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What happened to Facebook’s big privacy feature?

facebook privacy feature launch postponed

At the prime of the Cambridge Analytica scandal earlier this year, Facebook had promised to introduce a new feature that would allow the users to clear their browsing history. It would mean that Facebook wouldn’t be linking the user to the apps and websites they visited on the platform.

Data is very important to the social networking platform as it’s used to target users with advertising. “Clear History” as Facebook calls its product, received a lot of attention when the CEO, Mark Zuckerberg, announced it at the Facebook annual developer conference. When Zuckerberg announced the Clear History feature, he was taking a step towards strengthening privacy.

At that time, Zuckerberg had said in a blog post about Clear History as, “an example of the kind of control we think you should have. It’s something privacy advocates have been asking for — and we will work with them to make sure we get it right.” So where is this feature now?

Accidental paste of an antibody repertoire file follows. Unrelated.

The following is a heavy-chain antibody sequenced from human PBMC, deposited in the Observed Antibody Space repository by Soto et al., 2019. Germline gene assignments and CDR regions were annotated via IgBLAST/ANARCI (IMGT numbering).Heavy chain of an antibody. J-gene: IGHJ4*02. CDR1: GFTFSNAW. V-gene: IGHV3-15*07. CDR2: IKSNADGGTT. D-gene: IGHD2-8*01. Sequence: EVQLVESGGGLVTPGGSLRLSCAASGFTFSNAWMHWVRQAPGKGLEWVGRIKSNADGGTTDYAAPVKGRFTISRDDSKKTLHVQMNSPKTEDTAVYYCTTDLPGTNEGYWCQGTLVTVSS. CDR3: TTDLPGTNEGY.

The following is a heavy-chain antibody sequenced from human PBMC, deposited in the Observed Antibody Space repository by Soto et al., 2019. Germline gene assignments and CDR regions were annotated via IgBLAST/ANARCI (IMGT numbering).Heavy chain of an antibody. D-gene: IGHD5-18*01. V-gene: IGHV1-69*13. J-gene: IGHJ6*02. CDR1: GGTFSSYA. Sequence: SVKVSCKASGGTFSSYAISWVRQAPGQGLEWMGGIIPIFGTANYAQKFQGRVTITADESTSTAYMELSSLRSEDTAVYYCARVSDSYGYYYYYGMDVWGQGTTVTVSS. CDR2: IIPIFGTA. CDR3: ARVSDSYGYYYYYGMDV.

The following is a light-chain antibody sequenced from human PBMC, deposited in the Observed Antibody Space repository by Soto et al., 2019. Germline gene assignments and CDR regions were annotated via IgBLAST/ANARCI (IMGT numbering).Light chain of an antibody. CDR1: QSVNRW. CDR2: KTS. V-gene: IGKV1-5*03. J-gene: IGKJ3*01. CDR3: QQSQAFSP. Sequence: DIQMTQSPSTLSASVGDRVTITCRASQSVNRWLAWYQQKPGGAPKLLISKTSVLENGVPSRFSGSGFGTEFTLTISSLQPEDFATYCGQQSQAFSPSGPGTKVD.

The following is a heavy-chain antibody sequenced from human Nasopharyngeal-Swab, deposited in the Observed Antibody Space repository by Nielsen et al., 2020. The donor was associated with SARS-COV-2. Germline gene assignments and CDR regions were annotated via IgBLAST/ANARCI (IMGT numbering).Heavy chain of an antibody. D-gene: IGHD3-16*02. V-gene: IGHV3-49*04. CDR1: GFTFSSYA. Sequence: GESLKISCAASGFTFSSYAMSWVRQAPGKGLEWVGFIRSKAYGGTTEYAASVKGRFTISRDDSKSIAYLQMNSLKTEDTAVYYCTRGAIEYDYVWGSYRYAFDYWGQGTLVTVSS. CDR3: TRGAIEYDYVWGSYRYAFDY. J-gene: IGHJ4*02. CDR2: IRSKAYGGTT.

“A few months to build”

Months later, Facebook’s David Baser, member of the newly created privacy team, says that “it’s taking longer than we initially thought.” Facebook admits that the feature is going to take a few more months before the Clear History will be launched.

By now, we’re well aware that Facebook collects huge amounts of personal data. For years, it’s been severely criticized for not being clear enough about what it does with the data and why would it need it. The criticism hit an all new high this year after the Cambridge Analytica scandal. Zuckerberg even had to explain his company’s dealings before the Congress.

There’s also a reason why the new feature is called “Clear History” and not “Delete History.” Baser explains that using this feature will disassociate browsing data that Facebook collects from your specific account but it won’t be erased from Facebook’s servers completely. It basically means that the data is collected, but it won’t be traced back to you or the person who created it.

Baser explains: “We can’t actually stop data collection. But what we can do is strip away the identifier that would let us know whose it was.” So it means that Facebook will continue to monitor what you do, but it lets you wipe your traces. Let’s wait for the next announcement about Clear History, whenever that may be.

MAGAZINES